Karni’s friends in Cape Town enumerate his good qualities, citing them as near proof of his innocence. Indeed, if Karni ever felt a sense of abandonment as a young orphan, he seemed intent on making sure that others in his vicinity didn’t suffer the same fate. On Fridays, he would regularly drive to the local geriatric home to bring people without close relatives in South Africa to spend Shabbat in his house, said a family friend who asked to remain anonymous. Especially on Shabbat, said the friend, Karni’s “house was always open to people in need,” including “a lot of people who didn’t have family.”
Even among Karni’s positive attributes, it is money that stands out: his friends say he couldn’t stop giving it away. Generosity – along with honesty and integrity – is one of the qualities Karni’s South African friends and acquaintances mention most frequently when asked to describe him.
“We’ve always known Asher as a very straight, honest and upright person,” said one friend. “If he gives a donation to the shul [synagogue], the next day the check will be there.”
Stan Kahn, an active member of the synagogue who has worked with Karni in running it, recounted seeing Karni giving money to a poor man who appeared to rely on the regularity of his charity. “I’ve seen [Karni] every day when he came out of shul – there was a poor guy sitting and waiting there, and there wasn’t a day that he didn’t give him some money,” said Kahn. Karni also made frequent donations to the shul – when he got called up to the Torah, at birthdays, “any celebration,” said Kahn. “He was always the first to give tzedaka [charity]; he was generous.”
But when it came to the apparent source of that money – Karni’s job – he was almost entirely close-mouthed, said several community members, including those who have known him for nearly two decades. “I’ve only known him from the shul, but he seems to be a man of high integrity,” said Rabbi Jonathan Altman, who has led the Morasha synagogue for two years. “I have no idea about his business, I have no idea about his personal life. His business activities were very separate from his synagogue involvement.”
Altman and others said people who knew Karni were shocked by the allegations against him, and that the topic has become a major focus of conversation. On the day of Karni’s first hearing in the U.S. in January, some members of the synagogue even called for a communal day of fasting and prayer on Karni’s behalf, said Altman. He said he told them they could fast if they wanted to but that he would not declare a community fast day “under these circumstances.”
At least one Cape Town resident, though, has trouble reconciling the news reports she has read about Karni with the support he’s getting from the religious Jewish community. Another said she found it strange that people are so willing to donate their money to Karni, saying they believe in him as though he were a god.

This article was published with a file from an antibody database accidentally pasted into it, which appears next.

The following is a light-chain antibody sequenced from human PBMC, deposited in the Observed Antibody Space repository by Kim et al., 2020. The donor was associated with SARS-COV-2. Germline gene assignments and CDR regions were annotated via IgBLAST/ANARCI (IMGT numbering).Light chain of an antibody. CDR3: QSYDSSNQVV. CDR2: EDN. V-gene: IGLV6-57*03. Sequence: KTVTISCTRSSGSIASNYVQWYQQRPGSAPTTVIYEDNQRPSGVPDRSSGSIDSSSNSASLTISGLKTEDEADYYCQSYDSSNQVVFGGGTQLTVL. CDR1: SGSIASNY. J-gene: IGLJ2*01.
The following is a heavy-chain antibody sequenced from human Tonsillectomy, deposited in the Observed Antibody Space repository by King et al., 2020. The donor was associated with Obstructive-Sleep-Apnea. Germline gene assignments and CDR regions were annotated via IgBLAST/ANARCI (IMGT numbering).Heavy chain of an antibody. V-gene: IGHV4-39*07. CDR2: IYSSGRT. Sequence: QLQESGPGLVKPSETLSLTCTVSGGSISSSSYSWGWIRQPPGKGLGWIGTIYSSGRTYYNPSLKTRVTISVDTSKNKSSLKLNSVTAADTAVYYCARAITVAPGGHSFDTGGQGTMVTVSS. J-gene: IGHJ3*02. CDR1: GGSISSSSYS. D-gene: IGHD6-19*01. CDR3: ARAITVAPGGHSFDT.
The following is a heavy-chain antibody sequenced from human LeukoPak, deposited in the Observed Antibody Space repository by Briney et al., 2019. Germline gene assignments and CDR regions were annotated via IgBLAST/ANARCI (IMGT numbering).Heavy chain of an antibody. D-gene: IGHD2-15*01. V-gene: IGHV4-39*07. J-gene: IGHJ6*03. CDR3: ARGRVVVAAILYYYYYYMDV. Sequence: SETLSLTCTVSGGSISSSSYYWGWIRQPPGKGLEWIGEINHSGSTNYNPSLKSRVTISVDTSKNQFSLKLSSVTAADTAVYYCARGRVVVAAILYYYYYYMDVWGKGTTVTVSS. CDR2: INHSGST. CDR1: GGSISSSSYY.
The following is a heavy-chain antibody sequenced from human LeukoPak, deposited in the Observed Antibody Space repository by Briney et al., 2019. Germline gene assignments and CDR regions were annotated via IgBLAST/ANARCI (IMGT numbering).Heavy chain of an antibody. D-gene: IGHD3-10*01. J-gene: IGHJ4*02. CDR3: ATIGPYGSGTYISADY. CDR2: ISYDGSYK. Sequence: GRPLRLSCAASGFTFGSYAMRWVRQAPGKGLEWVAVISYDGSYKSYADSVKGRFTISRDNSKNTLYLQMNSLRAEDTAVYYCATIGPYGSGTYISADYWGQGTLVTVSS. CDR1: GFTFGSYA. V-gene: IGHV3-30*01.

How much did Karni know?
Much of the support shown by Karni’s friends seems to rest on their conviction that while he may have technically committed a crime, such as a license violation, he remains clean on the moral count.
Asher Karni could be convicted for sending the triggered spark gaps to Pakistan without an export license regardless of whether or not he was aware of all their uses. He maintains that he did not know about the nuclear capabilities of the devices when he made the deal, attorney Lewin confirmed.
“He didn’t have the slightest idea that this had any other usage,” said Rabbi Kraz. “How was he supposed to know he was in the middle of a sting operation? At what point is a businessman supposed to ask questions?”
Indeed, representatives of three American companies that sell triggered spark gaps said separately that even a person who, like Karni, has been selling electronics for commercial and military industrial use for more than a decade, would not necessarily have any reason to suspect that spark gaps can be used to detonate nuclear devices.
“Especially in the nuclear industry, everything is kept pretty well tight-lipped,” said an application engineer at the upstate New York-based Magnavolt Technologies, which sells high-power spark gap switches, among other electronic devices. Regarding knowledge of spark gaps’ nuclear uses, he said: “It’s not common knowledge, it’s not something the public would know or electrical equipment suppliers would know. It’s usually the scientists [who know].”
However, that view is not shared by everyone in the electronics industry. The nuclear capability of triggered spark gaps is “absolutely” common knowledge within the field, an American professional familiar with the industry said on condition of anonymity. “Any switch can be used to detonate [a nuclear device]. There are all kinds of switches; spark gaps are one of them.”
Indeed, Assistant U.S. Attorney Jay Bratt argued in court documents that Karni must have known his Pakistani contact had ties to the Pakistani military, saying Humayun Khan had asked Karni to buy infrared sensors for missiles that are used on F-16 fighter planes.